We always fall short, thank God for His mercy. I want to do this proverbs thing every day for the month, however, I am finding it increasingly difficult to given all the things I have to do. So is that it? Is that the end of the road? Not quite. See if this was something that really meant a lot to me, then I would really be doing it regardless of the time, I would be waking up earlier and going to sleep earlier just to make time to do it. It is obvious, we aren't all we crack ourselves up to be. We make promises we can't keep, commitments we can't see through, statements we don't follow through on. I am being pretty transparent with you right now and with every good reason, there are things we all committ to that for one reason or another we don't do. So is that it? Or is there a purpose behind it all? There is...
This has once again shown me just how little I really am and I how much more work I really need. God can speak to me all He wants about a matter, but it isn't until I get up and decide to internalize it and begin believing it that it is going to make a different. I can be forgiven and not feel forgiven, I can be loved and not feel loved. So many of us get stuck in this idea of feeling. We look for this happy go lucky feeling. While those do exist and they do come, we shouldn't sit around waiting for them. We can't, it isn't part of the whole faith not sight deal from 2 Cor 5:7. Sometimes if God tells us something, we just have to see it through, regardless of how we might feel about it.
All that being said, I wanted to share with you a devo someone sent me this morning. It was pretty awesome and for me, definitely spoke to me plenty. I pray it blesses you as well...
The Inner Man
by Ray Stedman
A devotion for March 12th
...he may strengthen you with power through his Spirit in your inner being... (Ephesians 3:16b).
What is your inner being? Many take this to mean the soul, with its faculties of reason and emotion and will. But I don't think this is what Paul means here, because in 2 Corinthians 4 he gives us a clue about what he does mean when he says “the inner being.” There he says that “our outward man is perishing, yet the inward man is being renewed day by day” (4:16 NKJV). That is, for Christians there is something about us that is getting old, decaying and deteriorating; but there is also something about us that is getting more vital, increasing and becoming richer and deeper and stronger every day we live. And that is what he calls “the inner being.”
Your soul grows old as well as your body. It is clear that the soul is part of our life linked with the outer person, which is perishing day by day.
But that is not the inner being. The inner being is the human spirit. It is here that God begins the work of recovery. Not in the realm of our feelings, but in what psychologists would call the realm of the subconscious, the deep-seated part of our life, the fundamental element of our nature. When you are really discouraged, really brokenhearted and have given up, your condition is often described as dispirited. That is an accurate term. Your fundamental nature is dissatisfied. It is not merely a question of temporary boredom. That would be in the realm of the soul. But this is something that touches the spirit, right at the deepest level of human life, and you find yourself filled with despair and indifference.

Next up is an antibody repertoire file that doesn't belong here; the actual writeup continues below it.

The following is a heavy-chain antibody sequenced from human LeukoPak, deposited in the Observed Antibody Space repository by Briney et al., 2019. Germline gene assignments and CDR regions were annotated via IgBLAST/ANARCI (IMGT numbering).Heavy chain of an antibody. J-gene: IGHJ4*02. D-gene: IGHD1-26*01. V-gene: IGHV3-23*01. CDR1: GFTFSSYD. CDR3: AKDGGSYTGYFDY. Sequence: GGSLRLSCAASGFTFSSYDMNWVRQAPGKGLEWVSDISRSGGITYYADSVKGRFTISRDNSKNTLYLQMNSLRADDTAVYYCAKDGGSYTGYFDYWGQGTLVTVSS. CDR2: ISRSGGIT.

This is where the recovery must begin. And what the apostle tells us about here is the capability of the Creator himself our loving Father, to give us a fresh infusion of strength by His Spirit into our spirit, the inner being. In 1 Corinthians 12, speaking of believers, Paul says, “For we were all baptized by one Spirit into one body, . . . and we were all given the one Spirit to drink” (v. 13). That is what our human spirits are for—to drink of the Spirit of God so that we are refreshed and revitalized. Just as taking a drink refreshes your body, so drinking of the Spirit refreshes your spirit, at the deepest level of your life.
That is not the realm of feeling. We get so hung up in this process of spiritual recovery by always wanting an instantly good feeling. Relief will come, but it doesn't start there. It starts down at the level of the spirit and may be nothing more than some consciousness of reassurance that things are going to work out.
This beginning step is not your responsibility; it is God's. All that is necessary is that you ask Him for it. Paul prayed that these Ephesians might have this granted to them. When we ask on that level, God promises to give.
Thank You, Father, that I can come to You ask that You would strengthen me in the inner being, and that because of Your great love I trust that You will answer this cry of my heart.